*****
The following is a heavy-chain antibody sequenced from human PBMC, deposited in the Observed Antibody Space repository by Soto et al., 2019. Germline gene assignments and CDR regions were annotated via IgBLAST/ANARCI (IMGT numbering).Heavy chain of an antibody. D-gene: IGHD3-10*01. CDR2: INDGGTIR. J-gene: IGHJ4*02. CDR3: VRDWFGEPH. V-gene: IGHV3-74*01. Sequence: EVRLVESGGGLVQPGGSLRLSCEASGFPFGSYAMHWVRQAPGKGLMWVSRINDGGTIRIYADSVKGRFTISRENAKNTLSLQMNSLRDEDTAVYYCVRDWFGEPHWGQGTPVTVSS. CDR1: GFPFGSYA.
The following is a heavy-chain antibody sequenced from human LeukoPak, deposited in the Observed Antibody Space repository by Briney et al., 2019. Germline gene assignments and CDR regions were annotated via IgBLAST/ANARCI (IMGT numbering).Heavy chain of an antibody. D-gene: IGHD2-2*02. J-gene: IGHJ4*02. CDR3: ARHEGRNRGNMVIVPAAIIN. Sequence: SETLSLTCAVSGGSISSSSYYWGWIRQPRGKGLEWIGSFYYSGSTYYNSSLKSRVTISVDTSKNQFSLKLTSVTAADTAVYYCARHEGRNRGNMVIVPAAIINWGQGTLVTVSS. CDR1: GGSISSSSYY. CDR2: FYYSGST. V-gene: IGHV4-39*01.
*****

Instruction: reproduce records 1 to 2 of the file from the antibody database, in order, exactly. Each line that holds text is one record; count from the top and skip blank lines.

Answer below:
The following is a heavy-chain antibody sequenced from human PBMC, deposited in the Observed Antibody Space repository by Soto et al., 2019. Germline gene assignments and CDR regions were annotated via IgBLAST/ANARCI (IMGT numbering).Heavy chain of an antibody. D-gene: IGHD3-10*01. CDR2: INDGGTIR. J-gene: IGHJ4*02. CDR3: VRDWFGEPH. V-gene: IGHV3-74*01. Sequence: EVRLVESGGGLVQPGGSLRLSCEASGFPFGSYAMHWVRQAPGKGLMWVSRINDGGTIRIYADSVKGRFTISRENAKNTLSLQMNSLRDEDTAVYYCVRDWFGEPHWGQGTPVTVSS. CDR1: GFPFGSYA.
The following is a heavy-chain antibody sequenced from human LeukoPak, deposited in the Observed Antibody Space repository by Briney et al., 2019. Germline gene assignments and CDR regions were annotated via IgBLAST/ANARCI (IMGT numbering).Heavy chain of an antibody. D-gene: IGHD2-2*02. J-gene: IGHJ4*02. CDR3: ARHEGRNRGNMVIVPAAIIN. Sequence: SETLSLTCAVSGGSISSSSYYWGWIRQPRGKGLEWIGSFYYSGSTYYNSSLKSRVTISVDTSKNQFSLKLTSVTAADTAVYYCARHEGRNRGNMVIVPAAIINWGQGTLVTVSS. CDR1: GGSISSSSYY. CDR2: FYYSGST. V-gene: IGHV4-39*01.